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Priests afflicted with physical deformities were barred from officiating in the Temple: ‘Whoever hath a blemish, he shall not approach: a blind man, or a lame, or he that hath any thing maimed, or any thing too long, or a man that is broken-footed, or broken handed, or crook-backed, or a dwarf, or that hath his eye overspread, or is scabbed, or scurvey, or hath his stones crushed’ (Leviticus 21: 18–20). The usual explanation is that the dignity of the sacred spot is impaired if those who officiate there are deformed. Whether the disqualification applies to a Cantor, who leads the prayers in the synagogue, was discussed in the Middle Ages. The German authority, Rabbi Meir of Rothenburg (d. 1293), was asked whether a cripple can act as the Reader in the synagogue. The Rabbi replies that no conclusions can be drawn from the disqualification of a cripple from service in the Temple. Apart from in the Temple, he observes, God wishes particularly to be served by the physically deformed. A human king uses only whole vessels whereas the King of kings prefers to use broken vessels. The Rabbi quotes the verse: ‘A broken and contrite heart, O God, Thou wilt not despise’ (Psalms 51: 19). The man broken in body has the broken heart that God wants.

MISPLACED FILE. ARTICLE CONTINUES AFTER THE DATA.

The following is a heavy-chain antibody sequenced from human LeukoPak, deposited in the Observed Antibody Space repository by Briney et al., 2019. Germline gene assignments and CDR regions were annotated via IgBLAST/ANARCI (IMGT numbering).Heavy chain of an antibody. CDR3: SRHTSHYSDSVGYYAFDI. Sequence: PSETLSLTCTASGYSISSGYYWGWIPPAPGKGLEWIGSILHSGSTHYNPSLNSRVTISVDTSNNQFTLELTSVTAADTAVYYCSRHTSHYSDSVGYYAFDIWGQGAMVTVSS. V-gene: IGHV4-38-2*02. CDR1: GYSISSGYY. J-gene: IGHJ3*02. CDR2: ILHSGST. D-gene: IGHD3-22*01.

Subjects: Judaism and Jewish Studies.

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